Understanding and predicting how human activities impact biodiversity is challenging given the often large number of species in any given location. Importantly, despite the increasing amount of data generated by the remote-sensing revolution currently underway in Ecology (e.g., photos from satellites and camera traps), the use and integration of this information with field data on biodiversity is limited by the absence of modeling methods that can integrate multiple data streams and that can properly account for the characteristics of the data generated by these sensors. The long-term goal of this project is to advance cyberinfrastructure by creating broadly applicable methods for biodiversity datasets and by training the next generation of quantitative environmental scientists. This project will focus on substantially improving Mixed Membership (MM) models. These models were originally developed for text-mining purposes but have been widely used for biodiversity research in a wide range of ecosystems. Unfortunately, the current formulation of these models still has important limitations. This project will develop improved MM models that can account for the characteristics of the data generated by these sensors, can integrate multiple sources of data, and enable biodiversity predictions to be made. Ultimately, these improved MM models will be critical to enhance our ability to quantify and predict impacts on biodiversity. This project will also increase the awareness of the impact of climate change on biodiversity among high-school teachers and students.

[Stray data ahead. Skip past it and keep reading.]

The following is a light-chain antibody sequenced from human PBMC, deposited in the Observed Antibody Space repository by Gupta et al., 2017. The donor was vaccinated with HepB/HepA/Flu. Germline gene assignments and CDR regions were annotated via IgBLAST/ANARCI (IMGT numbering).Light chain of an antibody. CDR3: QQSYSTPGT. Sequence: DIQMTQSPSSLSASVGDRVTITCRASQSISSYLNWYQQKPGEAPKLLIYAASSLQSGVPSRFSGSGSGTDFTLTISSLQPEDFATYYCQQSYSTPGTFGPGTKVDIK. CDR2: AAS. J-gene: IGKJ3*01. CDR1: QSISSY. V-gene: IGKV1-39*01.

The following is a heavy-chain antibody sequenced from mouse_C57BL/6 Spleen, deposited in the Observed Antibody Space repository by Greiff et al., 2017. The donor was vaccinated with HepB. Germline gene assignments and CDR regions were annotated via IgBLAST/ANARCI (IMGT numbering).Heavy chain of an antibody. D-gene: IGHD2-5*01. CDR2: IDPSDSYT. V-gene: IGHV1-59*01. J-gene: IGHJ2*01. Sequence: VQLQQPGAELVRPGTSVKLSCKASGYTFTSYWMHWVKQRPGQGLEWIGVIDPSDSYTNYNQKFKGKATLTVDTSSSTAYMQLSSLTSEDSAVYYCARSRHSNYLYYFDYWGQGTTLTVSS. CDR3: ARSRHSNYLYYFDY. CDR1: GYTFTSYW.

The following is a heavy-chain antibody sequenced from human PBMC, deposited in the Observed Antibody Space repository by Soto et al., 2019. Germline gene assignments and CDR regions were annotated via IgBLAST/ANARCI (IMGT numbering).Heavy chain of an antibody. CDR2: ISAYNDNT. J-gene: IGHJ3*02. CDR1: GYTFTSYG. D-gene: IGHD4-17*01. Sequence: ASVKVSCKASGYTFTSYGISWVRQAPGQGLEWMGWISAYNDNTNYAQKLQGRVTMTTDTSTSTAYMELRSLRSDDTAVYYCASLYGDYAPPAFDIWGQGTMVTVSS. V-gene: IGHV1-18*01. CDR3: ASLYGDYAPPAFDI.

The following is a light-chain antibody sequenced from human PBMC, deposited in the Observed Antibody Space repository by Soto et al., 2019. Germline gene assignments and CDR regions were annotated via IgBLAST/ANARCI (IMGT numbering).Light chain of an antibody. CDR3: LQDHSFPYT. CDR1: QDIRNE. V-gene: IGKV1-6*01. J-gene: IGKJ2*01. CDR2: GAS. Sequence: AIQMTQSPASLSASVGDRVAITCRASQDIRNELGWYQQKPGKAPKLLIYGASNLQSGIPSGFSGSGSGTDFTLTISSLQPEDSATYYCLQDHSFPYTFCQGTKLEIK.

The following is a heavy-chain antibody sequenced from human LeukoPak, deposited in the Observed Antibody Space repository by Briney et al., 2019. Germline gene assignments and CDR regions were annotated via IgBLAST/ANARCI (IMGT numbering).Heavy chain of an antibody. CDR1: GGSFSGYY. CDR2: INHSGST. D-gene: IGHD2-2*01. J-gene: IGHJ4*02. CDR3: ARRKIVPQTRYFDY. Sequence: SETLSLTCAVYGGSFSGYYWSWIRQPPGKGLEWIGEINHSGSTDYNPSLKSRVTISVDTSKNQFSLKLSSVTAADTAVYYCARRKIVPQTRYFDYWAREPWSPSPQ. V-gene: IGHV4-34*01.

Evaluating and forecasting how species composition has been and will be altered by anthropogenic stressors is key to sustaining biodiversity and ecosystem functioning, but existing methods to quantify biodiversity change have important limitations. Biodiversity data are highly multivariate (e.g., an assemblage can contain hundreds of species in tropical forests) but many of the dimension-reduction methods typically used to interpret these data often generate results that are not easily interpretable (e.g., nonmetric multidimensional scaling axis scores), rely on unrealistic assumptions (e.g., hard clustering of sites), and are ill suited for wildlife studies because they do not account for imperfect detection. Critically, many of these methods do not allow for formal inference and/or predictions to be made and these methods do not leverage multiple data streams. To circumvent these limitations, this project will develop methods to generate new insights on the drivers of spatial and temporal variation of biodiversity. The overall objective of this project is to significantly improve MM models for biodiversity research. The specific objectives of this project consist of a) creating MM models that can generate reliable inference and predictions, integrate disparate data streams, and account for detection issues; and b) disseminate and train scientists on the developed models; and increase awareness of the impact of climate change on biodiversity among high-school students while addressing important science, math, and statistics standards. The results of this project will be stored in the stable URL https://denisvalle.weebly.com/mm-models.html

This award reflects NSF's statutory mission and has been deemed worthy of support through evaluation using the Foundation's intellectual merit and broader impacts review criteria.

National Science Foundation (NSF)
Division of Biological Infrastructure (DBI)
Application #
Program Officer
Peter McCartney
Project Start
Project End
Budget Start
Budget End
Support Year
Fiscal Year
Total Cost
Indirect Cost
University of Florida
United States
Zip Code